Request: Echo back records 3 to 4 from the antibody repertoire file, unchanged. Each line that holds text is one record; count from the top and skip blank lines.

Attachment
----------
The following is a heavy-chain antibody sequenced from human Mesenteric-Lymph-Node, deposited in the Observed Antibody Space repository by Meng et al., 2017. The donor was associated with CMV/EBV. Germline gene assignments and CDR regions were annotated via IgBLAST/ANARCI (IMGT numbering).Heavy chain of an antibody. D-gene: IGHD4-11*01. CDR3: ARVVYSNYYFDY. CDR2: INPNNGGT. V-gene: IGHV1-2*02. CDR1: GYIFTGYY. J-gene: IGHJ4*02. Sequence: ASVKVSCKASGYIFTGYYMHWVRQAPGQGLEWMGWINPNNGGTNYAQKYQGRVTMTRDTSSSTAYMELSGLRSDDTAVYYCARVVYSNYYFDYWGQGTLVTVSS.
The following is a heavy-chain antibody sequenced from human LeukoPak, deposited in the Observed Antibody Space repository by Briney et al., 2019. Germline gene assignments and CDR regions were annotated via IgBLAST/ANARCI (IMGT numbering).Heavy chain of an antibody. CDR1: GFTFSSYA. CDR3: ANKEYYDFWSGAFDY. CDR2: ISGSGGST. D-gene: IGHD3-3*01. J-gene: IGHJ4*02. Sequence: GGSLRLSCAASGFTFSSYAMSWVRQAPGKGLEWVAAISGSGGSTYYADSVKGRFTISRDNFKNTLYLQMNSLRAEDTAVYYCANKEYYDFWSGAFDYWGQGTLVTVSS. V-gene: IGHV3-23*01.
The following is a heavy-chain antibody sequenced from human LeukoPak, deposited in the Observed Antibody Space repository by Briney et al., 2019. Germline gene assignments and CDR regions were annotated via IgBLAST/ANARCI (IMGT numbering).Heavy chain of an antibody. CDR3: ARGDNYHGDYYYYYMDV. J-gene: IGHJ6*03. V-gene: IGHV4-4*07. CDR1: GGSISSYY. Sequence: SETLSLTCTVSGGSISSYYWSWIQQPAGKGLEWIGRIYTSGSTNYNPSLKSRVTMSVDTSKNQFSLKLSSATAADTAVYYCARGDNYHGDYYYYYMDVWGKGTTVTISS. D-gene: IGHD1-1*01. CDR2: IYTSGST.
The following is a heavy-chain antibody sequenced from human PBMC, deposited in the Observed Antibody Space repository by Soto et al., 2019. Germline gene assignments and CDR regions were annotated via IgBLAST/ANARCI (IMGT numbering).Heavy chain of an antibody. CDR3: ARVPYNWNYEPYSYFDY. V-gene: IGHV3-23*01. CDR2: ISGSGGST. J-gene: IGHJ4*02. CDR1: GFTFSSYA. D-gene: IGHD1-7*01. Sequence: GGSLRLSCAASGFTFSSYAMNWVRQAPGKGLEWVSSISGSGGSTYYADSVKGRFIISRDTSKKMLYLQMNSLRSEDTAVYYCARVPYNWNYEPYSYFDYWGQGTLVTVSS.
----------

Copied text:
The following is a heavy-chain antibody sequenced from human LeukoPak, deposited in the Observed Antibody Space repository by Briney et al., 2019. Germline gene assignments and CDR regions were annotated via IgBLAST/ANARCI (IMGT numbering).Heavy chain of an antibody. CDR3: ARGDNYHGDYYYYYMDV. J-gene: IGHJ6*03. V-gene: IGHV4-4*07. CDR1: GGSISSYY. Sequence: SETLSLTCTVSGGSISSYYWSWIQQPAGKGLEWIGRIYTSGSTNYNPSLKSRVTMSVDTSKNQFSLKLSSATAADTAVYYCARGDNYHGDYYYYYMDVWGKGTTVTISS. D-gene: IGHD1-1*01. CDR2: IYTSGST.
The following is a heavy-chain antibody sequenced from human PBMC, deposited in the Observed Antibody Space repository by Soto et al., 2019. Germline gene assignments and CDR regions were annotated via IgBLAST/ANARCI (IMGT numbering).Heavy chain of an antibody. CDR3: ARVPYNWNYEPYSYFDY. V-gene: IGHV3-23*01. CDR2: ISGSGGST. J-gene: IGHJ4*02. CDR1: GFTFSSYA. D-gene: IGHD1-7*01. Sequence: GGSLRLSCAASGFTFSSYAMNWVRQAPGKGLEWVSSISGSGGSTYYADSVKGRFIISRDTSKKMLYLQMNSLRSEDTAVYYCARVPYNWNYEPYSYFDYWGQGTLVTVSS.